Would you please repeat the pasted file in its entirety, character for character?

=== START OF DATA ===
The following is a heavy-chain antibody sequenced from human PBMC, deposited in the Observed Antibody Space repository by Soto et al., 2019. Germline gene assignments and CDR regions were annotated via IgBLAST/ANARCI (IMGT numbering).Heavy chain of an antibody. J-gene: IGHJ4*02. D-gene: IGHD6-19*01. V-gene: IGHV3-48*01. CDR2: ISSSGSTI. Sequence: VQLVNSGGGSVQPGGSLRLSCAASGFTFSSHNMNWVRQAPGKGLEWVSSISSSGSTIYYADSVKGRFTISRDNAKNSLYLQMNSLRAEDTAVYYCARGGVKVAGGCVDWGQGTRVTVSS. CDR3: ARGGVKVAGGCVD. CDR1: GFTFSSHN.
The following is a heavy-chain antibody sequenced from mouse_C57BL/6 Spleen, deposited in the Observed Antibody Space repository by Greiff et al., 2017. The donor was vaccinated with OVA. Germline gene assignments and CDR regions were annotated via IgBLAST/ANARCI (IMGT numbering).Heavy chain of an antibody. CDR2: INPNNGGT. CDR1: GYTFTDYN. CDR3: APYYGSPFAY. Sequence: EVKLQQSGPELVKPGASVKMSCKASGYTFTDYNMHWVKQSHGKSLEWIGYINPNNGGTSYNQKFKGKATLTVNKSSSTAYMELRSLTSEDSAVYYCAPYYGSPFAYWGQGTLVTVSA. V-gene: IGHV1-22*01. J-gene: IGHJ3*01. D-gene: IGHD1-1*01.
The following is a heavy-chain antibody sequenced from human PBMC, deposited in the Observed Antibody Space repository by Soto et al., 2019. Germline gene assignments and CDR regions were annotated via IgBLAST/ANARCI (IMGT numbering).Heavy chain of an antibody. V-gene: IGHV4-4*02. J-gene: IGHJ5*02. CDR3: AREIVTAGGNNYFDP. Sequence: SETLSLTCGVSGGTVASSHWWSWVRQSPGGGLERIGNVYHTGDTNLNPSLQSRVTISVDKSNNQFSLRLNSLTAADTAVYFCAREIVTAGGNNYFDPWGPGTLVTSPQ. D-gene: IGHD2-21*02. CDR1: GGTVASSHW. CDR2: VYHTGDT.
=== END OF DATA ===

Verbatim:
The following is a heavy-chain antibody sequenced from human PBMC, deposited in the Observed Antibody Space repository by Soto et al., 2019. Germline gene assignments and CDR regions were annotated via IgBLAST/ANARCI (IMGT numbering).Heavy chain of an antibody. J-gene: IGHJ4*02. D-gene: IGHD6-19*01. V-gene: IGHV3-48*01. CDR2: ISSSGSTI. Sequence: VQLVNSGGGSVQPGGSLRLSCAASGFTFSSHNMNWVRQAPGKGLEWVSSISSSGSTIYYADSVKGRFTISRDNAKNSLYLQMNSLRAEDTAVYYCARGGVKVAGGCVDWGQGTRVTVSS. CDR3: ARGGVKVAGGCVD. CDR1: GFTFSSHN.
The following is a heavy-chain antibody sequenced from mouse_C57BL/6 Spleen, deposited in the Observed Antibody Space repository by Greiff et al., 2017. The donor was vaccinated with OVA. Germline gene assignments and CDR regions were annotated via IgBLAST/ANARCI (IMGT numbering).Heavy chain of an antibody. CDR2: INPNNGGT. CDR1: GYTFTDYN. CDR3: APYYGSPFAY. Sequence: EVKLQQSGPELVKPGASVKMSCKASGYTFTDYNMHWVKQSHGKSLEWIGYINPNNGGTSYNQKFKGKATLTVNKSSSTAYMELRSLTSEDSAVYYCAPYYGSPFAYWGQGTLVTVSA. V-gene: IGHV1-22*01. J-gene: IGHJ3*01. D-gene: IGHD1-1*01.
The following is a heavy-chain antibody sequenced from human PBMC, deposited in the Observed Antibody Space repository by Soto et al., 2019. Germline gene assignments and CDR regions were annotated via IgBLAST/ANARCI (IMGT numbering).Heavy chain of an antibody. V-gene: IGHV4-4*02. J-gene: IGHJ5*02. CDR3: AREIVTAGGNNYFDP. Sequence: SETLSLTCGVSGGTVASSHWWSWVRQSPGGGLERIGNVYHTGDTNLNPSLQSRVTISVDKSNNQFSLRLNSLTAADTAVYFCAREIVTAGGNNYFDPWGPGTLVTSPQ. D-gene: IGHD2-21*02. CDR1: GGTVASSHW. CDR2: VYHTGDT.